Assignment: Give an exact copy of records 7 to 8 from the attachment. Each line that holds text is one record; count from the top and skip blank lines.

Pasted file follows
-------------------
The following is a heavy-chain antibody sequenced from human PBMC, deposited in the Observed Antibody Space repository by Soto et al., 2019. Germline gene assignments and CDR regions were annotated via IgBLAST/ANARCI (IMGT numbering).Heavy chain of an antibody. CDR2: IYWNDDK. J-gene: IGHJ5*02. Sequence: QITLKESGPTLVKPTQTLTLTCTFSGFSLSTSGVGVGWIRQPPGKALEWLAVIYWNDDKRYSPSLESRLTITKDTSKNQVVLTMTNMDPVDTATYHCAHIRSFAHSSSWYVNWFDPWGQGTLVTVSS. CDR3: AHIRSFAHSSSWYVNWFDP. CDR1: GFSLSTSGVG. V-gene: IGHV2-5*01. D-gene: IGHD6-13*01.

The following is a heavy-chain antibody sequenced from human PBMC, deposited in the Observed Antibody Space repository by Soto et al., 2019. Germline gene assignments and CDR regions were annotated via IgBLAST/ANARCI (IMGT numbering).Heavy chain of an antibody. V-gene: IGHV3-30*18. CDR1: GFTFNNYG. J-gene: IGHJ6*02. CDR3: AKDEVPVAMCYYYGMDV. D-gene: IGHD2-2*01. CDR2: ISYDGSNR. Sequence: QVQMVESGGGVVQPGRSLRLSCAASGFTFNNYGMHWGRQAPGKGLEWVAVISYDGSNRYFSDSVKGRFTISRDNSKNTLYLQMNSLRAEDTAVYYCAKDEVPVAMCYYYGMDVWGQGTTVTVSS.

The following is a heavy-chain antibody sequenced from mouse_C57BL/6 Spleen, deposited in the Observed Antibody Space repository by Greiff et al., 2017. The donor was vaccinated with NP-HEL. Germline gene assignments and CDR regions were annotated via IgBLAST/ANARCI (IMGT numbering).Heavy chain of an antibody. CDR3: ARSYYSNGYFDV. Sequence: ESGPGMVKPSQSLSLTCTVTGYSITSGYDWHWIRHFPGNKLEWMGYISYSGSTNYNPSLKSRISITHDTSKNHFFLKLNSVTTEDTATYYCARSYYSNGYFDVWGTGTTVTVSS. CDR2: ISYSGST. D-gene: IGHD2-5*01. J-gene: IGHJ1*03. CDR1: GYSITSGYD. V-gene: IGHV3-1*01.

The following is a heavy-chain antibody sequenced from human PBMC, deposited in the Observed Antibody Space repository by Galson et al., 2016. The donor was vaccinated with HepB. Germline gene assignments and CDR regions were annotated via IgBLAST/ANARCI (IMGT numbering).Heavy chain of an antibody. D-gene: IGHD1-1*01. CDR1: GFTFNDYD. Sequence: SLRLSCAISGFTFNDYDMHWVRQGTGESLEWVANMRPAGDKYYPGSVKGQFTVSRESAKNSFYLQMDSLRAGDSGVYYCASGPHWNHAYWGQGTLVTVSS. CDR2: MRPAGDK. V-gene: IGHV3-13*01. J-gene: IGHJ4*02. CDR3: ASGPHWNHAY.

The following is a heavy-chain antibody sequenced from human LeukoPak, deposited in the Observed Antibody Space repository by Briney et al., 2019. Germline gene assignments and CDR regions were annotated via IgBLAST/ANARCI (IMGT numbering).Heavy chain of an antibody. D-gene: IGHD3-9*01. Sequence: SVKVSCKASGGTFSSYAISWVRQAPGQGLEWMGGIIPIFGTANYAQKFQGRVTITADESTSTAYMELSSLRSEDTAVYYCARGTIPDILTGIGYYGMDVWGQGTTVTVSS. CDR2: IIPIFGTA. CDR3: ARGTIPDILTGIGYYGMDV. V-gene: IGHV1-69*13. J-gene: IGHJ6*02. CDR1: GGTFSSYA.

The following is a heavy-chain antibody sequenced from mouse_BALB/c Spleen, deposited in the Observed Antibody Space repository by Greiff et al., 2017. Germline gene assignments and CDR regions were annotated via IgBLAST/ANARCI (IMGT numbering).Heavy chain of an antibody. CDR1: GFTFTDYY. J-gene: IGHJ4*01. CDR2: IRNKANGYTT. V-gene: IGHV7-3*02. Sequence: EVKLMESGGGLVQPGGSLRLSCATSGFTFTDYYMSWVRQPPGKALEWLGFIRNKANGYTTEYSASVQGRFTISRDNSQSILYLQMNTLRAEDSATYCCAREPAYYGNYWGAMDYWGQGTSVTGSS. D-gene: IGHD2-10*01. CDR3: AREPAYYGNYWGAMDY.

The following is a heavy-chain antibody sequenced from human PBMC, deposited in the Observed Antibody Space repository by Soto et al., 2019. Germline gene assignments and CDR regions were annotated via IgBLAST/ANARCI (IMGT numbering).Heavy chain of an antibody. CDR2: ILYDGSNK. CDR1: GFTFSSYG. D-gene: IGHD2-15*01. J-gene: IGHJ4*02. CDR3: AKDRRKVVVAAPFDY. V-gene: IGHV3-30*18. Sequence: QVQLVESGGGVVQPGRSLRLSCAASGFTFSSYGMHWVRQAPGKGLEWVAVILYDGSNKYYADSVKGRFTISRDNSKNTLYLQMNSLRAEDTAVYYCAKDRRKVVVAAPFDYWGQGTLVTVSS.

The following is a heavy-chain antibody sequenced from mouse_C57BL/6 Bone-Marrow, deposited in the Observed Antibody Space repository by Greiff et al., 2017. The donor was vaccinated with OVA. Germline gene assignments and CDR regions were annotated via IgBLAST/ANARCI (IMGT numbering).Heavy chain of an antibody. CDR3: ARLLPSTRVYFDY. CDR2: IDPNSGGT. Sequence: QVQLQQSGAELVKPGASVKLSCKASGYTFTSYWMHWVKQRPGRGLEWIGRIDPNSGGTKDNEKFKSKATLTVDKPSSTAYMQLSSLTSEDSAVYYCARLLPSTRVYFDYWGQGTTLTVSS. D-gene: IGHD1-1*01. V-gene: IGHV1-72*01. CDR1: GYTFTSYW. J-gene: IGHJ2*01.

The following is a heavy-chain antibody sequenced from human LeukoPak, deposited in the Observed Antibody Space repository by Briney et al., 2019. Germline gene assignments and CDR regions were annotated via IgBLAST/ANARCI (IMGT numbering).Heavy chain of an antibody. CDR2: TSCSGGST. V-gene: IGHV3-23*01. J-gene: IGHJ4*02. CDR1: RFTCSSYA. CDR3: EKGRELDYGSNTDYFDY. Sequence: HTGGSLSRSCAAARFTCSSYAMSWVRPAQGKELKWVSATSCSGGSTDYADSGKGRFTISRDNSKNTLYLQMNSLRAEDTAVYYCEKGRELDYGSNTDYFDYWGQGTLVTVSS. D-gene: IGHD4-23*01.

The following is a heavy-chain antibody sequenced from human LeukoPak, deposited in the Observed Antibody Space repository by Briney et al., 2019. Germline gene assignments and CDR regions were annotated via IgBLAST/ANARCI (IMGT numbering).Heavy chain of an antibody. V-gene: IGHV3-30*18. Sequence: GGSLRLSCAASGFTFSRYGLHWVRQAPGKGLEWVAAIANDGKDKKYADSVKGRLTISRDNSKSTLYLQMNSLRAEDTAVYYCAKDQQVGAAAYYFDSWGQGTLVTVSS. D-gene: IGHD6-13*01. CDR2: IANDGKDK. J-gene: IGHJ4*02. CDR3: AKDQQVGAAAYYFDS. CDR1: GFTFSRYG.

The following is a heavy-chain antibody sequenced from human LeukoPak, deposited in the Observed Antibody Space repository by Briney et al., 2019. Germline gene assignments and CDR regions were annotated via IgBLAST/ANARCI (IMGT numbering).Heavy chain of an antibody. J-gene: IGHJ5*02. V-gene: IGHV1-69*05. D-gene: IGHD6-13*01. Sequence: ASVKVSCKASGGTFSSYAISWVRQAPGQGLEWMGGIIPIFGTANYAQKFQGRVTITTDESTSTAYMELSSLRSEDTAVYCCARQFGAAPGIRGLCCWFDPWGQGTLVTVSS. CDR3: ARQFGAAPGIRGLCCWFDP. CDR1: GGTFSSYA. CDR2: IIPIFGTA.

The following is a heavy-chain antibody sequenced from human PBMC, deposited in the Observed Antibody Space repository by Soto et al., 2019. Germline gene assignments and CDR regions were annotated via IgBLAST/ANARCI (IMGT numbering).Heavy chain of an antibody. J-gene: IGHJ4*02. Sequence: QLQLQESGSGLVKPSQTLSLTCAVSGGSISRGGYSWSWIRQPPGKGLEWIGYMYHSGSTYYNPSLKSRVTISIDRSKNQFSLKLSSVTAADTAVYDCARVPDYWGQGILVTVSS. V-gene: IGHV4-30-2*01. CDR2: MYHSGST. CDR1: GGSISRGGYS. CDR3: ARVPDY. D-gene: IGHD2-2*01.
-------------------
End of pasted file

The following is a heavy-chain antibody sequenced from human PBMC, deposited in the Observed Antibody Space repository by Soto et al., 2019. Germline gene assignments and CDR regions were annotated via IgBLAST/ANARCI (IMGT numbering).Heavy chain of an antibody. CDR2: ILYDGSNK. CDR1: GFTFSSYG. D-gene: IGHD2-15*01. J-gene: IGHJ4*02. CDR3: AKDRRKVVVAAPFDY. V-gene: IGHV3-30*18. Sequence: QVQLVESGGGVVQPGRSLRLSCAASGFTFSSYGMHWVRQAPGKGLEWVAVILYDGSNKYYADSVKGRFTISRDNSKNTLYLQMNSLRAEDTAVYYCAKDRRKVVVAAPFDYWGQGTLVTVSS.

The following is a heavy-chain antibody sequenced from mouse_C57BL/6 Bone-Marrow, deposited in the Observed Antibody Space repository by Greiff et al., 2017. The donor was vaccinated with OVA. Germline gene assignments and CDR regions were annotated via IgBLAST/ANARCI (IMGT numbering).Heavy chain of an antibody. CDR3: ARLLPSTRVYFDY. CDR2: IDPNSGGT. Sequence: QVQLQQSGAELVKPGASVKLSCKASGYTFTSYWMHWVKQRPGRGLEWIGRIDPNSGGTKDNEKFKSKATLTVDKPSSTAYMQLSSLTSEDSAVYYCARLLPSTRVYFDYWGQGTTLTVSS. D-gene: IGHD1-1*01. V-gene: IGHV1-72*01. CDR1: GYTFTSYW. J-gene: IGHJ2*01.